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Google explains how it can recognize songs just by humming them



Google recently launched one of the most spectacular features yet: song recognition through humming. Just ask the Google Assistant 'what song is this' and hum your tune to it so you can recognize it, all through artificial intelligence, as usual in Google.



We are going to tell you how Google has achieved this, since they wanted to explain it thoroughly on his own blog. From a hummed melody to an exact search result with the song you were thinking of. How is it possible to achieve it?






Isolate the melody to achieve the result



Most music recognition models work by taking a sample of the sound, transforming it into a spectrogram (like the one you see above) and comparing that spectrogram with the ones they have in the database. The problem with hums is that the spectrogram has less information, since it only contains the melody.



Google Spectogram Full spectrogram on the right.


A complete spectrogram has instruments, lyrics, rhythm, and all the key elements in a song. As you can see in the image, corresponding to the 'Bella Ciao' spectrogram, the difference between the studio spectrogram and the humming spectrogram is quite clear. To solve the problems with such amount of information, Google focuses on the melody, so the other elements of the song do not matter.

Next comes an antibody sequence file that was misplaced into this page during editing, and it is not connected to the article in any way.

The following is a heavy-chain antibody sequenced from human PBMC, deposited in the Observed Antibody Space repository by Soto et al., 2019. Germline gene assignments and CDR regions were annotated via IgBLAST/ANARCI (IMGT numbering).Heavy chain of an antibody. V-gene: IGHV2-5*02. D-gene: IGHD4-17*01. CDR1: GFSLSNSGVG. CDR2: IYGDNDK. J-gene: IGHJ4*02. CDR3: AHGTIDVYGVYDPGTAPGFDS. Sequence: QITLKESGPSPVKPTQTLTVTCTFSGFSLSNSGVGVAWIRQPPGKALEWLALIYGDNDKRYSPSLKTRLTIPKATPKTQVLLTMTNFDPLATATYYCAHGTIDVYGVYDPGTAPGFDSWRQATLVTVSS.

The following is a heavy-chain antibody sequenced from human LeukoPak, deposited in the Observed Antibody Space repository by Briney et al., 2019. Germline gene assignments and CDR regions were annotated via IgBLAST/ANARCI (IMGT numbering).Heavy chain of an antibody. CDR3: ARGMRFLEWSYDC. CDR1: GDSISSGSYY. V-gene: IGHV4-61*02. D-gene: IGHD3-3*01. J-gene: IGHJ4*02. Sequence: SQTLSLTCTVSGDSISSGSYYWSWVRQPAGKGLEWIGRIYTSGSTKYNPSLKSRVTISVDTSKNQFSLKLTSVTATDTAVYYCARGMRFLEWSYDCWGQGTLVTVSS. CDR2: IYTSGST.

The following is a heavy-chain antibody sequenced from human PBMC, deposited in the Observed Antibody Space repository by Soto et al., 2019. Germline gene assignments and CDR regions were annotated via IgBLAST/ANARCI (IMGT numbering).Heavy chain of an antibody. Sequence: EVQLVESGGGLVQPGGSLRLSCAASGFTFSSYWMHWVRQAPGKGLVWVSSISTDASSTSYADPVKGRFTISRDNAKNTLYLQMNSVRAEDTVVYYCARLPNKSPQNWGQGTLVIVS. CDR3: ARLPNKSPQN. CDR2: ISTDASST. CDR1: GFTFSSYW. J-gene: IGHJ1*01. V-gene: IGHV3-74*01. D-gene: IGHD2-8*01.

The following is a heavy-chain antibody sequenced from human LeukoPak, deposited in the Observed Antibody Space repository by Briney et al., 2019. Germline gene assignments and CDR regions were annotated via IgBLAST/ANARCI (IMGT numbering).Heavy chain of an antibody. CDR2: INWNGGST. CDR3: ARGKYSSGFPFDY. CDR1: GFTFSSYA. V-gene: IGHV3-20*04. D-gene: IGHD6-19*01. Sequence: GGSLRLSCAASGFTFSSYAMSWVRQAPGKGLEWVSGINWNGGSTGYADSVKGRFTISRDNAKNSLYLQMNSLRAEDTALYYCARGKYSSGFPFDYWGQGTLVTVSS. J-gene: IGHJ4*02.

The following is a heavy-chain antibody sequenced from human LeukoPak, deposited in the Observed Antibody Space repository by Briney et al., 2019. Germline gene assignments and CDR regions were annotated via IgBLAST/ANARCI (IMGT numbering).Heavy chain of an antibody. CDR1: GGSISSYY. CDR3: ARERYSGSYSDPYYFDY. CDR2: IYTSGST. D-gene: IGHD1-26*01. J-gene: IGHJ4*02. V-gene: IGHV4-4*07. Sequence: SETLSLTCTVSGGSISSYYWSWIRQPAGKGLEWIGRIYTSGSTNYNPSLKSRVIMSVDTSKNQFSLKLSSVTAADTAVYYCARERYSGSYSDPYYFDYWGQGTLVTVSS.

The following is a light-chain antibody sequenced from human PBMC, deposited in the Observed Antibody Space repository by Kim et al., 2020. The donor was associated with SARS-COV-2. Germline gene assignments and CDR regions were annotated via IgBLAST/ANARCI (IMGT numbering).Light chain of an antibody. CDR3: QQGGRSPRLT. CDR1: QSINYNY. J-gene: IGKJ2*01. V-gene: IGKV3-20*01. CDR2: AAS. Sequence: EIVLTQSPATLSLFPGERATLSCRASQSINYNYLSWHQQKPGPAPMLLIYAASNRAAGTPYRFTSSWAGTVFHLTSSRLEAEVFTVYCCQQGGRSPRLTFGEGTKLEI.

In very summarized terms, in order not to get into technicalities, Google has a database with more than 50 million spectrograms, with which you can find the songs that we hum, with only the dominant melody of the song. All this is achieved even with background noise, since the model only focuses on that melody.



Training the model



Training


To achieve this purpose Google made certain modifications to the Now Playing and Sound Search recognition model, which have been with us for a long time. For this training, he used a pair system (humming audio and recorded audio), generating different inlays of each one. In other words?







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Google exposes its neural network millions and millions of times to these pairs, until it is able to generate humming embeddings similar to the reference recording. With this system, Google claims that is able to recognize 4 out of 5 songs and, in our tests, the efficiency is quite high.



To get songs hummed, Google used an audio extraction software, to isolate the dominant melody in the song



As we have said, Google needs millions and millions of hummed songs to compare with the originals, so it had to simulate hums, with a software called SPICE, capable of extracting the tones of the songs. To give you an idea, this is the original audio and this is the audio generated by the software. The output of the software is refined by a neural network, which allows it to be even cleaner.



This explanation should also help us understand that, at least in this case, Google does not use user data to create this system. Undoubtedly the new hums will serve to continue training the network and make it more precise, but the original method is what they show: simulate humming songs to compare them with the originals.


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